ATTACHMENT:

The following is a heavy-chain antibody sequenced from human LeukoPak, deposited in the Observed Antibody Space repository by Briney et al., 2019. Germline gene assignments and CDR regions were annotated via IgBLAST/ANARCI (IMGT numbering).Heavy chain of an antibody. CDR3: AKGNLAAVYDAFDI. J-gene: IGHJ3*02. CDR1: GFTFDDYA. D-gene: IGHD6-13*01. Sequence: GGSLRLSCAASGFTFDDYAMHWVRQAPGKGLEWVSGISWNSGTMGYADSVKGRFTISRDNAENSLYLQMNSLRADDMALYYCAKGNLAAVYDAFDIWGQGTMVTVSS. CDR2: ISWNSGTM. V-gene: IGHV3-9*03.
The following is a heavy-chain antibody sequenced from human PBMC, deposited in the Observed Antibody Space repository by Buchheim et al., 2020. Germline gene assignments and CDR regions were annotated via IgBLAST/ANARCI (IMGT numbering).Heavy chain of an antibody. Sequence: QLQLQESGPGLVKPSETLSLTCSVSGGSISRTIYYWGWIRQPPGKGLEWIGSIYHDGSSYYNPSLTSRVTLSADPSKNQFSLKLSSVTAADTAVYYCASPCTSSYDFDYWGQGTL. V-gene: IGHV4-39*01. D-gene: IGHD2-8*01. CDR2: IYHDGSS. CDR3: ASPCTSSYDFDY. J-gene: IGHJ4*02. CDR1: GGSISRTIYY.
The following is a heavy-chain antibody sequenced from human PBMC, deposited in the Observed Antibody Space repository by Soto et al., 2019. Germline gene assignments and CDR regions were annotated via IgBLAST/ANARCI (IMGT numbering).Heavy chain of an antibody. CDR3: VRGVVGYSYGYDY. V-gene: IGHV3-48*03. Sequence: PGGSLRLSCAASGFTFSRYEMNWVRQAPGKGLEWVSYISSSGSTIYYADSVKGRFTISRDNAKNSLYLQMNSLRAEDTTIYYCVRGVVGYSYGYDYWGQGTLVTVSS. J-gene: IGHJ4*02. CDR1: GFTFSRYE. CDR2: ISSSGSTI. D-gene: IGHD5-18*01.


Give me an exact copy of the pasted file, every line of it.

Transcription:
The following is a heavy-chain antibody sequenced from human LeukoPak, deposited in the Observed Antibody Space repository by Briney et al., 2019. Germline gene assignments and CDR regions were annotated via IgBLAST/ANARCI (IMGT numbering).Heavy chain of an antibody. CDR3: AKGNLAAVYDAFDI. J-gene: IGHJ3*02. CDR1: GFTFDDYA. D-gene: IGHD6-13*01. Sequence: GGSLRLSCAASGFTFDDYAMHWVRQAPGKGLEWVSGISWNSGTMGYADSVKGRFTISRDNAENSLYLQMNSLRADDMALYYCAKGNLAAVYDAFDIWGQGTMVTVSS. CDR2: ISWNSGTM. V-gene: IGHV3-9*03.
The following is a heavy-chain antibody sequenced from human PBMC, deposited in the Observed Antibody Space repository by Buchheim et al., 2020. Germline gene assignments and CDR regions were annotated via IgBLAST/ANARCI (IMGT numbering).Heavy chain of an antibody. Sequence: QLQLQESGPGLVKPSETLSLTCSVSGGSISRTIYYWGWIRQPPGKGLEWIGSIYHDGSSYYNPSLTSRVTLSADPSKNQFSLKLSSVTAADTAVYYCASPCTSSYDFDYWGQGTL. V-gene: IGHV4-39*01. D-gene: IGHD2-8*01. CDR2: IYHDGSS. CDR3: ASPCTSSYDFDY. J-gene: IGHJ4*02. CDR1: GGSISRTIYY.
The following is a heavy-chain antibody sequenced from human PBMC, deposited in the Observed Antibody Space repository by Soto et al., 2019. Germline gene assignments and CDR regions were annotated via IgBLAST/ANARCI (IMGT numbering).Heavy chain of an antibody. CDR3: VRGVVGYSYGYDY. V-gene: IGHV3-48*03. Sequence: PGGSLRLSCAASGFTFSRYEMNWVRQAPGKGLEWVSYISSSGSTIYYADSVKGRFTISRDNAKNSLYLQMNSLRAEDTTIYYCVRGVVGYSYGYDYWGQGTLVTVSS. J-gene: IGHJ4*02. CDR1: GFTFSRYE. CDR2: ISSSGSTI. D-gene: IGHD5-18*01.